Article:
The Dogs of the Dow theory presumes that investing in the 10 Dow Industrial components that enter a calendar year with the highest yields is a prudent investing strategy. The strategy presumes the Dogs are lagging and that they might provide capital appreciation as well as an above-average income stream.
The theorists note that these components should all be relatively strong companies, by their inclusion in the Dow. The 2011 Dogs all entered the year with a yield of at least 3%, while the S&P 500 (NYSEARCA:SPY) average dividend is currently approximately 1.9% and the Dow Jones Industrial Average (NYSEARCA:DIA) is yielding about 2.44%. So far this year, and through the recent sell-off, the 2011 Dogs have outperformed the broader market.
Generally, some companies stay Dogs, while some others stop becoming Dogs and an equal amount become new Dogs each year. Today, there are 13 companies in the Dow that yield over 3%. McDonald's (NYSE:MCD), which is a 2011 Dog, now yields about 2.8%. On the strength of MCD's appreciation by over 17% so far within 2011, it appears likely that MCD will not be a 2012 Dog.
At the moment, four Dow components that were not 2011 Dogs yield more than McDonald's, including General Electric (NYSE:GE), which now yields about 4%. General Electric now has a higher yield than half of the 2011 Dogs and appears poised to become a 2012 Dog. Additionally, Procter & Gamble (NYSE:PG) now yields about 3.4% and Travelers (NYSE:TRV) now yields about 3.3%, and either are potential 2012 Dow Dogs. Home Depot (NYSE:HD) also now yields over 3%, and could potentially become a 2012 Dog.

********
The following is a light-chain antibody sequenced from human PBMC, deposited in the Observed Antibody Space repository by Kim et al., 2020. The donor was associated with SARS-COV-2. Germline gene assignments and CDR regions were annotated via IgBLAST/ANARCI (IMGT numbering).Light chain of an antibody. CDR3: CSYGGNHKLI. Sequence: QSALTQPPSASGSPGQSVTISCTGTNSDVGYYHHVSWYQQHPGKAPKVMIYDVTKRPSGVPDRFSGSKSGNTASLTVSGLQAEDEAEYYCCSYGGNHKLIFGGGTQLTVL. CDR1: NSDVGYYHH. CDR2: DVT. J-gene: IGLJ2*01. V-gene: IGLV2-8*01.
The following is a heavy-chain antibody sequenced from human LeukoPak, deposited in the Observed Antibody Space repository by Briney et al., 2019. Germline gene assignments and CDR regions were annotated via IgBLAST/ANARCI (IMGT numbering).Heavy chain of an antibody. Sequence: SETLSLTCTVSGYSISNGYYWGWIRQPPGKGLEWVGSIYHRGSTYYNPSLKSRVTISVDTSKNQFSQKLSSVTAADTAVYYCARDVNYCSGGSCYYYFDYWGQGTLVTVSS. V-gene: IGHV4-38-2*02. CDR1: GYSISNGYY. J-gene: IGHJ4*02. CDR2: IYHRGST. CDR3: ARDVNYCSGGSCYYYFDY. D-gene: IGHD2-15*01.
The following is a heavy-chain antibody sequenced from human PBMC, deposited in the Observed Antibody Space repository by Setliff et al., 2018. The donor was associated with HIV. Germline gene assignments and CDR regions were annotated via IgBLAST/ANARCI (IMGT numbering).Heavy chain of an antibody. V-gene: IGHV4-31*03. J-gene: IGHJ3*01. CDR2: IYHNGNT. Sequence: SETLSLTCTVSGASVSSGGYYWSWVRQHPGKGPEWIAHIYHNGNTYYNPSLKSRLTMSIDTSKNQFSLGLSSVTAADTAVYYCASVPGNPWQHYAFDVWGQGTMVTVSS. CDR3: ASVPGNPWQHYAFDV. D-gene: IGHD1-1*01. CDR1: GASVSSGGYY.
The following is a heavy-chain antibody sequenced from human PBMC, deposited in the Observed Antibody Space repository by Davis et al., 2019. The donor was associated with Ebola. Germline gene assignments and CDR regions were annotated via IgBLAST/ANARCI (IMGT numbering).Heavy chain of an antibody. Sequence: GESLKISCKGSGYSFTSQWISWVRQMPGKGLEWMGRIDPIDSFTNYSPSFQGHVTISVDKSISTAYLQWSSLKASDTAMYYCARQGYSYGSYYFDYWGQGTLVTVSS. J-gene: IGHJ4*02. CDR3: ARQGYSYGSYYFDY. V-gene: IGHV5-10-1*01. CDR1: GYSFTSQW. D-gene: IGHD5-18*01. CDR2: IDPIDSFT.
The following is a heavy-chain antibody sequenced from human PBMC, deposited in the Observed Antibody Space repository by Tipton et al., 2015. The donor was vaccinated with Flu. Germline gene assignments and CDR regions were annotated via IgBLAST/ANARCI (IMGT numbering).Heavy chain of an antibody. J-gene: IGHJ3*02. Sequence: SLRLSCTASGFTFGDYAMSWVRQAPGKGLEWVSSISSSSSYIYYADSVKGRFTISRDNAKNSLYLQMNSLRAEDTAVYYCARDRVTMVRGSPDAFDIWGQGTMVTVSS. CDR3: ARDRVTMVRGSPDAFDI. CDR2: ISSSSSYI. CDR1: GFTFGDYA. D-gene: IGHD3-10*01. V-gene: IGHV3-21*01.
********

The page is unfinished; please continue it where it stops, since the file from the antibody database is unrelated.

In addition to McDonald's, Chevron (NYSE:CVX) now yields about 3.2% and Kraft (KFT) yields about 3.4%. Either could be replaced by General Electric, Travelers or Procter & Gamble, and potentially Home Depot. Much of this list-making will depend upon market activity, dividend declarations and other corporate matters released between now and the end of the year.
One great thing about figuring out which Dow components may be crowned 2012 Dogs is that the Dow components are reasonably familiar to the average American, and they will find it easy to obtain news and information on them. Further, the companies are highly liquid, and investors probably do not have to fear being unable to sell their shares at a fair market price. Additionally, all of these potential new Dogs yield considerably more than the broader market.
Disclosure: I am long KFT.